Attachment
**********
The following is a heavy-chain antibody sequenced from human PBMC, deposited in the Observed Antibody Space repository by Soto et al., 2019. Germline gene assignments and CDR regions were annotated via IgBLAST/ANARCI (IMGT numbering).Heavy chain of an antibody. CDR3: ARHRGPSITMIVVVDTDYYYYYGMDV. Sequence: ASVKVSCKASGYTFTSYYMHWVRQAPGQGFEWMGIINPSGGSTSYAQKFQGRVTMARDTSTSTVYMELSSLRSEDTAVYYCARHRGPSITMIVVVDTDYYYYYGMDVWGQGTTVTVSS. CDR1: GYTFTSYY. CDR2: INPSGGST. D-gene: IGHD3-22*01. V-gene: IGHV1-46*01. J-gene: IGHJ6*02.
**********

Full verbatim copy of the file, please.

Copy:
The following is a heavy-chain antibody sequenced from human PBMC, deposited in the Observed Antibody Space repository by Soto et al., 2019. Germline gene assignments and CDR regions were annotated via IgBLAST/ANARCI (IMGT numbering).Heavy chain of an antibody. CDR3: ARHRGPSITMIVVVDTDYYYYYGMDV. Sequence: ASVKVSCKASGYTFTSYYMHWVRQAPGQGFEWMGIINPSGGSTSYAQKFQGRVTMARDTSTSTVYMELSSLRSEDTAVYYCARHRGPSITMIVVVDTDYYYYYGMDVWGQGTTVTVSS. CDR1: GYTFTSYY. CDR2: INPSGGST. D-gene: IGHD3-22*01. V-gene: IGHV1-46*01. J-gene: IGHJ6*02.